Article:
Student Fellowship

Building Resilience: Supporting Youth Mental Health Post-Pandemic

Project Area:

Mental Health and Wellness


Kitchener, Canada

Reporting to:

Manager of Program and Resource Services

The Challenge

According to a recent survey, the percentage of Waterloo Region residents struggling with wellbeing has doubled during the pandemic, with 32% having experienced significant mental health challenges in the past year*. For youth, that figure is significantly higher: it was 67% for student respondents. The sense of isolation and loss of connection that may have existed prior to the pandemic has only compounded over the past two years. Curtailed recreation and social programs, learning remotely, and limited in-person connection with adult allies, coaches, and teachers have all resulted in a disproportionate impact on youth during a crucial time in their development.

Exploring and understanding the short-term and long-term mental health impacts on youth are a key mayoral priority. While mental health is not an issue Kitchener would traditionally tackle, since the city is the level of government that the community interacts with most frequently, city officials feel Kitchener is in a unique position to convene around this work. Though the city’s governance structure means that it is not traditionally resourced or legislatively designated to address mental health, there is an opportunity to demonstrate how Kitchener can support the work of community partners, agencies, and other levels of government to tangibly improve youth mental health. Supported by the expertise and fresh perspectives of a summer fellow, Kitchener is keen to explore the landscape and issues surrounding youth mental health and to inform a potential city response.

The fellow working alongside Kitchener officials will help answer these key questions:

  • What are the established and emerging practices in this space that Kitchener can learn from?
  • What have local partners/agencies and youth networks identified as key gaps in youth mental health?
  • What actions can the city take to modify, innovate or adapt its services to respond to these issues?
  • How can the city support other organizations to enhance youth mental health?

Kitchener strives to apply an equity lens to all its work and sees mental health and equity as interrelated. The social determinants of health and access to services, resources, government, and community supports all impact mental wellbeing. Youth and their families, especially in some of the neighborhoods most heavily impacted by the pandemic, and socially and economically diverse households and communities, have had to adapt the most. Youth have had to shoulder a heavy burden during the pandemic, all during their most formative stages.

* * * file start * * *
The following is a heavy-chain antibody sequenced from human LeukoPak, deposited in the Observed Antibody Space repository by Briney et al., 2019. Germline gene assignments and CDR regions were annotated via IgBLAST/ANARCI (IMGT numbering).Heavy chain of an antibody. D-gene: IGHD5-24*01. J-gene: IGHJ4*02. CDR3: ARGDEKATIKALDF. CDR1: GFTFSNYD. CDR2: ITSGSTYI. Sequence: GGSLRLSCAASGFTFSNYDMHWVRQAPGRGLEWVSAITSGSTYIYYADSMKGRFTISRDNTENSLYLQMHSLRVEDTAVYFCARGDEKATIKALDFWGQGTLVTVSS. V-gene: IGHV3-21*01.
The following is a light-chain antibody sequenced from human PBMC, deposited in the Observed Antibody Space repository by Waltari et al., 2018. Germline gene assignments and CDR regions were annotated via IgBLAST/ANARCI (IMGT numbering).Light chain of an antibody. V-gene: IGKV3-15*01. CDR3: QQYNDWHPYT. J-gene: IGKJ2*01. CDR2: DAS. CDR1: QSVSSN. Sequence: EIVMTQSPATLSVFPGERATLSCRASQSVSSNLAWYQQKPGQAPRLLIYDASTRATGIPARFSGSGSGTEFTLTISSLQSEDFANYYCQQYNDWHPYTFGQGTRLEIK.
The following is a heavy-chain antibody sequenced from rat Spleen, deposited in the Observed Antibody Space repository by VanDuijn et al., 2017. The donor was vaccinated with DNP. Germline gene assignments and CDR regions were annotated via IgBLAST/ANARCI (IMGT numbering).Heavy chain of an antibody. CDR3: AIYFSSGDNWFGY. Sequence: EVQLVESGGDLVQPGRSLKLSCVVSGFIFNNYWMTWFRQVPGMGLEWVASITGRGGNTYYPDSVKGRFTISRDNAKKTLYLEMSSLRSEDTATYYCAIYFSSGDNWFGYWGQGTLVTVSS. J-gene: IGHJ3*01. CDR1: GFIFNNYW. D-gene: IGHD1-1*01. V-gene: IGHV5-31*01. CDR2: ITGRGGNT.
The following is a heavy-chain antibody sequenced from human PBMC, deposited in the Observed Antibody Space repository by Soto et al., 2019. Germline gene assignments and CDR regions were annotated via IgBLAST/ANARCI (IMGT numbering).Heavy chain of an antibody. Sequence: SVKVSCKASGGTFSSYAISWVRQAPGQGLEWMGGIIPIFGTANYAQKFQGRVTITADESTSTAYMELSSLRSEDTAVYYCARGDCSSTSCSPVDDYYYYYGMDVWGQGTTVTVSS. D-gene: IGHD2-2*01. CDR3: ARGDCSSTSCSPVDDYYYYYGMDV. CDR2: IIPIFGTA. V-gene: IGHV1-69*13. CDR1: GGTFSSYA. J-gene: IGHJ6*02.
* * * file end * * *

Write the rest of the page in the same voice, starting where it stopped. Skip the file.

This project helps advance the city’s current strategic plan priority of a “Caring Community” and the goal to “enhance people’s sense of belonging and connection by providing welcoming community spaces and programs; better engaging, serving and supporting diverse populations and helping to make housing affordable.” A number of complementary initiatives are underway, including; implementing the city’s Housing For All strategy; understanding and responding to the unique needs of seniors’ sense of isolation during the pandemic; creating an Equity, Anti-racism and Indigenous Initiatives Team with a larger body of equity and community wellbeing work; responding organizationally with an internal Covid action team for staff wellbeing and resilience; and the work of the youth-led Kitchener Youth Action Council, who have identified youth mental health as an important priority.

What You’ll Do

The fellow will be expected to:

  • Analyze survey data on youth mental health (Youth Impact Survey 2021, Children and Youth Planning Table Waterloo Region, Waterloo Wellbeing Survey) to determine relationships and identify key issues and trends in the city.
  • Research leading and emerging practices on what other cities and organizations across North America are doing to support youth mental health.
  • Conduct interviews and develop engagement strategies with local partners actively researching or working in the mental health space (e.g., CAMH, YMCA WorkWell, KW Community Foundation, Wellbeing Waterloo Region, Children and Youth Planning Table, Immigration Partnership), with existing youth networks such as the Kitchener Youth Action Council, and with other local educational institutions/universities to deepen collaborations toward shared goals and actions.
  • Develop a set of concrete actionable recommendations that Kitchener can begin to implement at the local level to address youth mental health issues post-pandemic. There should be an understanding of what Kitchener can do as a city, versus what they can advocate for, versus what they can do in collaboration with partner organizations.

Related deliverables are to be defined in concert with the fellow and would likely include the following: research summaries; key findings and issues analysis; actionable recommendations; a summary report that outlines key insights; and actions the City of Kitchener can take within its mandate to advance work on youth mental health that will make a difference in the community.

What You’ll Bring

The fellow will be expected to possess the following skills:

  • Data analysis
  • Qualitative interviewing and analysis
  • Design thinking
  • Writing and editing
  • Strongly preferred: experience in health policy, program development, and familiarity with social determinants of health


The Loneliness Epidemic

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